The Economist stresses that liberal values are essentially about respecting the individual and protecting freedom and the common good, as well as propagating «open markets and a limited state administration».
The manifesto laments the loss of these values over the past 25 years, as liberal practices have ceded to populism, pessimism, hierarchy and elitism.
These claims are supported by books like The Retreat of Western Liberalism and Has the West Lost it? as well as articles like «Is Democracy Dying» and «What’s Killing Liberalism?» (Foreign Affairs/The Atlantic). In the past six months The Economist has scrutinised liberal values including the cases in which liberals have failed. They remind us that the liberals of the 19th century were actually radical in the original meaning of the word – getting to the root of social problems to make fundamental necessary changes. By the grace of liberals, we now have a life expectancy well above the 30 years that were the norm when The Economist was founded, and liberal policies have led to a five-fold increase in educated adults since then.
In their editorial, The Economist discussed how a new liberal meritocracy has gradually ended up restricting freedom for the few. Many seemed to forget the foundation of liberal values: that we are all born the same and thus deserve the same opportunities. The liberal elites and the ruling class have for some time lived in a bubble: they go to the same schools, marry each other, live on the same streets and meet in the same fora. Consequently, they are criticised for not having hindered «wars, financial crisis, technification, refugee migrants and chronic precariousness». They also denounce the shameful conservative bent of many liberals, making them unwilling to confront the changing times and «afraid to defend deeper reforms». They have reaped too many benefits from the existing system, The Economist writes.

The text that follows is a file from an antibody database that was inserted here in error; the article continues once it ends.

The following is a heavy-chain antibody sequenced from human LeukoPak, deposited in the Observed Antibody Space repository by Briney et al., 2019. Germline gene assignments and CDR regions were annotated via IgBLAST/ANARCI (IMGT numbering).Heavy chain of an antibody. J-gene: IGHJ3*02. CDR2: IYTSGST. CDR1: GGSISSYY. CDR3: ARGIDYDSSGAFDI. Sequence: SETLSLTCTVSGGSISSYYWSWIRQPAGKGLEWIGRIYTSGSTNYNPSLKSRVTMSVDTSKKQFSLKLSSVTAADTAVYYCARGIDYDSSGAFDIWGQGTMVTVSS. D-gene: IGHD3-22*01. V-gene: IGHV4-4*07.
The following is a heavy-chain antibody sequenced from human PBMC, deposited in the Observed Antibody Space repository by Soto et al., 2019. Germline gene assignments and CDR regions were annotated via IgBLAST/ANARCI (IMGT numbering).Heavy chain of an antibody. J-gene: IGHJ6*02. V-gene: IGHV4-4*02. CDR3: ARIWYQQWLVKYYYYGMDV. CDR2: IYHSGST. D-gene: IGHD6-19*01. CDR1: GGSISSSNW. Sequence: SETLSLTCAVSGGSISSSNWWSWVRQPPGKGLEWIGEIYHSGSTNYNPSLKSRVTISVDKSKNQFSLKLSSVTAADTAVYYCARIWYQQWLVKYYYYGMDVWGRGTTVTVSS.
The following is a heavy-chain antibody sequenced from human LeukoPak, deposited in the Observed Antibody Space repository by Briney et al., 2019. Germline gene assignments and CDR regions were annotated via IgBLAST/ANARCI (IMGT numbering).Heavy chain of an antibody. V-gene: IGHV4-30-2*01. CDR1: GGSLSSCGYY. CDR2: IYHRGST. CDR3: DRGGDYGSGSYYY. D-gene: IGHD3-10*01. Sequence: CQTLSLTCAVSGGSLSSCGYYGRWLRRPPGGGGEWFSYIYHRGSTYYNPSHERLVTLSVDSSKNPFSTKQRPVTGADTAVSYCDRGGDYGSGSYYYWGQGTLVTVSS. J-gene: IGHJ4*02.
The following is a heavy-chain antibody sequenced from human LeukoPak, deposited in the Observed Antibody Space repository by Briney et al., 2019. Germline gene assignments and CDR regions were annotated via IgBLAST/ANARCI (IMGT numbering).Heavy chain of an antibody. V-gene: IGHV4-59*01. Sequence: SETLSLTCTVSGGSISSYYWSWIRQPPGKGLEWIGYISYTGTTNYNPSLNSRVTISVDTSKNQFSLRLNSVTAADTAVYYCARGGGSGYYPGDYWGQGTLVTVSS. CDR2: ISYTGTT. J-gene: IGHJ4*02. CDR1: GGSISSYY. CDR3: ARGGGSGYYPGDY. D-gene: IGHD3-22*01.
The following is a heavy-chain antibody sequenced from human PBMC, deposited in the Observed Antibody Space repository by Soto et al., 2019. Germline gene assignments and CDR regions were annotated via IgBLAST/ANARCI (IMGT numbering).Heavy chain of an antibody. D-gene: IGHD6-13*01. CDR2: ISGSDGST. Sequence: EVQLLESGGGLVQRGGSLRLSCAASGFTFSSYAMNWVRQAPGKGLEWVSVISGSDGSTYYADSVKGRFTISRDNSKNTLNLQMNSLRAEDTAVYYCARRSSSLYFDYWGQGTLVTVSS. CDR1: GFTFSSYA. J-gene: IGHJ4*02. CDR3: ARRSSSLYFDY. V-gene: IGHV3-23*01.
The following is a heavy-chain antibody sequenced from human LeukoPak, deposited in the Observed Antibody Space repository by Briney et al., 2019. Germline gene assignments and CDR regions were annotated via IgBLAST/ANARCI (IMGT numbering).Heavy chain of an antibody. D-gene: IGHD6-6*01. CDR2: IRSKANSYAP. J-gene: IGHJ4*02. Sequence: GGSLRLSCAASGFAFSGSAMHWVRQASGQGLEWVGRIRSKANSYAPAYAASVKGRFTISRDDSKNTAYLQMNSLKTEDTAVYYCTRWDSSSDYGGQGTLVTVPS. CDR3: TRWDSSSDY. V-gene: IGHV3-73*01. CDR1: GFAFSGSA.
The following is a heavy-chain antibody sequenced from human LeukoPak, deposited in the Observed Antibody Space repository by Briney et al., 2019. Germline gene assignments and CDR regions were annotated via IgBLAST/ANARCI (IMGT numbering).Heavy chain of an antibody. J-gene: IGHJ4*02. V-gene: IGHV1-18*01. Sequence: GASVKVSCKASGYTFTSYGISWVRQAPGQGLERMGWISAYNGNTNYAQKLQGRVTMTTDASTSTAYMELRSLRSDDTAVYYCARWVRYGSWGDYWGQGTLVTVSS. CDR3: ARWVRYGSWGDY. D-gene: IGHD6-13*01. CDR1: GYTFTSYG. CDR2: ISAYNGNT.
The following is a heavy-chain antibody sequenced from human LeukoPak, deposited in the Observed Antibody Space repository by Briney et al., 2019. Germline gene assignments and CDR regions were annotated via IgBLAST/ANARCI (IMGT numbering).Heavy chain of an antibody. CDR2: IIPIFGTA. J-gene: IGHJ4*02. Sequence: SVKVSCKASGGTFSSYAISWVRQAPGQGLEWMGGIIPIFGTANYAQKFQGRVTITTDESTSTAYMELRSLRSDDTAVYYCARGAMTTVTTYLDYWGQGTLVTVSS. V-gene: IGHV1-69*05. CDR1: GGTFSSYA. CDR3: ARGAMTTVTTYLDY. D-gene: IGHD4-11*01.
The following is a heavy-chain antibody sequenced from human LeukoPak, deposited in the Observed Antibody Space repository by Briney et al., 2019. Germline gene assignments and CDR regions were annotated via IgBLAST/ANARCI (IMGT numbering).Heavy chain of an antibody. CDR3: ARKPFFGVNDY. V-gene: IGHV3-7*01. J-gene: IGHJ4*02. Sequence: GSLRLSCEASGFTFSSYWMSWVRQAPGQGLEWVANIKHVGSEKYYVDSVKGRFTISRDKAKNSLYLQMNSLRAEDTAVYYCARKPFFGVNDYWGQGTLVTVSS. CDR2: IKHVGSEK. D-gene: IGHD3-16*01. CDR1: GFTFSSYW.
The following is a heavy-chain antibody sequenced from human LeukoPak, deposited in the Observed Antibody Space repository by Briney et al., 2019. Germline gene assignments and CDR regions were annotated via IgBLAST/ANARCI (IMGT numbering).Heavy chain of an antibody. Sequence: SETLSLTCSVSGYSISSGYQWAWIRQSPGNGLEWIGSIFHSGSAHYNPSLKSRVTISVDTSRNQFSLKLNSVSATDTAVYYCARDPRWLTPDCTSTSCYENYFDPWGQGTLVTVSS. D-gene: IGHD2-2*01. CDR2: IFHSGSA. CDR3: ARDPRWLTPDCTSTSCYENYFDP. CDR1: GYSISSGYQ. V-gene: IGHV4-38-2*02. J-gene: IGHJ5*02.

The Social Contract
This neoliberal and conservative elite has persuaded the major part of the 99 per cent outside of their hegemonic power sphere that life should for the most part consist of constant work and consumption. Politicians keep telling us that we have to shape up and get ready to work harder.
In a similar vein, David Graeber writes in Revolutions in Reverse how «neoliberal capitalism […] is obsessed with upholding the impression that ‘there is no alternative’, quoting Thatcher and Reagan in the 80s.» This is not an economic rhetoric, but rather a political one designed to pulverise our imagination and our human creativity, Graeber says. Interestingly he also criticises the major part of the working class for furthering a consumerist or «petit bourgeois productivism» ideology. Being a professor in anthropology – and an anarchist – he advocates a more «fundamental rejection of the very idea of work upheld by our society». Socialists are too concerned with work, bureaucracy and consumption. He sees a great irony in the fact that only anarchists fought for a shorter work day, while socialists tended to «demand higher wages» embracing «the consumer paradise offered by their bourgeois enemy». It is clearly better, he says, «to work four hours a day than doing four hours’ work in eight hours»